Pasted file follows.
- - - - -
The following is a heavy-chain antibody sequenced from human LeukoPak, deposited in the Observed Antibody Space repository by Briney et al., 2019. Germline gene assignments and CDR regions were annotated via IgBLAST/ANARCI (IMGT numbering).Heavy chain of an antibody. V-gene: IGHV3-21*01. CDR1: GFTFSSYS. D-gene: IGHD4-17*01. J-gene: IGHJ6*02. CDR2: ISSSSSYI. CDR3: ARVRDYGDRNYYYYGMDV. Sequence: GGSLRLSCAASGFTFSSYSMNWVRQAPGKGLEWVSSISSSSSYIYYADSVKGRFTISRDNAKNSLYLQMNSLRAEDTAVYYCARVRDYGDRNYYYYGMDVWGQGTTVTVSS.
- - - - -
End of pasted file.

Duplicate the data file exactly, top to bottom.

The following is a heavy-chain antibody sequenced from human LeukoPak, deposited in the Observed Antibody Space repository by Briney et al., 2019. Germline gene assignments and CDR regions were annotated via IgBLAST/ANARCI (IMGT numbering).Heavy chain of an antibody. V-gene: IGHV3-21*01. CDR1: GFTFSSYS. D-gene: IGHD4-17*01. J-gene: IGHJ6*02. CDR2: ISSSSSYI. CDR3: ARVRDYGDRNYYYYGMDV. Sequence: GGSLRLSCAASGFTFSSYSMNWVRQAPGKGLEWVSSISSSSSYIYYADSVKGRFTISRDNAKNSLYLQMNSLRAEDTAVYYCARVRDYGDRNYYYYGMDVWGQGTTVTVSS.